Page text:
Canada has a national standard for educating cyclists with on-road cycling skills; it’s called CAN-BIKE, and it is a program which is 27 years old. Being a national standard means that it is recognized by both our Federal Government as well as by industry. Toronto created, and has previously handed off to the Ministry of Transportation, a CAN-BIKE component for inclusion with driver education. But there’s no mention of that. Instead we get the usual banter of on-going consultations with whomever, and that that the driver handbook has been getting better and will continue to get better. Uh-huh.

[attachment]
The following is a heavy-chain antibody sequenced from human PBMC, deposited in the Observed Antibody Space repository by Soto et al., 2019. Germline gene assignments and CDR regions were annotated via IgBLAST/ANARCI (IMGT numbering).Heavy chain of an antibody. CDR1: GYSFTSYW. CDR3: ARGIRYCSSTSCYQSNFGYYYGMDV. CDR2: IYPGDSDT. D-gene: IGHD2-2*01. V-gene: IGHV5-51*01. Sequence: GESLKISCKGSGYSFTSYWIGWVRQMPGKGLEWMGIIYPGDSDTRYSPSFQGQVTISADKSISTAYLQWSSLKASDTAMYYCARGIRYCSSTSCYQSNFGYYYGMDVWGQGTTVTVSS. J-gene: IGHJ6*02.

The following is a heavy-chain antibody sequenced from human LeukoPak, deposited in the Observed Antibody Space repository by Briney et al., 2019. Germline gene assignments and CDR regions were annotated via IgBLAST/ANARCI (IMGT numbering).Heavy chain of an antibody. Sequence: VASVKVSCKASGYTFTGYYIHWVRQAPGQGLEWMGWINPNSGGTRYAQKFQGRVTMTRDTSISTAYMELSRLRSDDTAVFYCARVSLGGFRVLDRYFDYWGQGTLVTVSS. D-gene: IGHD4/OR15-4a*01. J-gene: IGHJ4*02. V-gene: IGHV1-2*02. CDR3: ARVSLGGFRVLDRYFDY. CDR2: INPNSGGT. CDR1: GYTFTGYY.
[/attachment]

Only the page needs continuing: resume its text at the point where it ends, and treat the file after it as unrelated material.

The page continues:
There is no mention of getting more people taking CAN-BIKE courses, nor of making any cycling programs available for those who ride, or would like to. Cyclists’ education will be taken care of by having a sheet of paper with the URL so that one can find the on-line copy of the “Cycling Skills” handbook; this slip of paper (with the URL) will be attached to every bicycle sold in Ontario. This idea was buried in the appendix. So instead of placing a full copy of the Cycling Skills booklet into a bag along with other useful information which would be attached to the bike being sold, one will get a URL with the bike. Really. You can read it for yourself; I don’t make this stuff up.

The key legislative changes proposed are the one-metre passing law, and, potentially, mandatory helmets — pending study, of course. But these are only mentioned as part of the review from Ontario’s Chief Coroner, again in the appendix. The strategy, proper, only promises vague on-going reviews of the current legislation.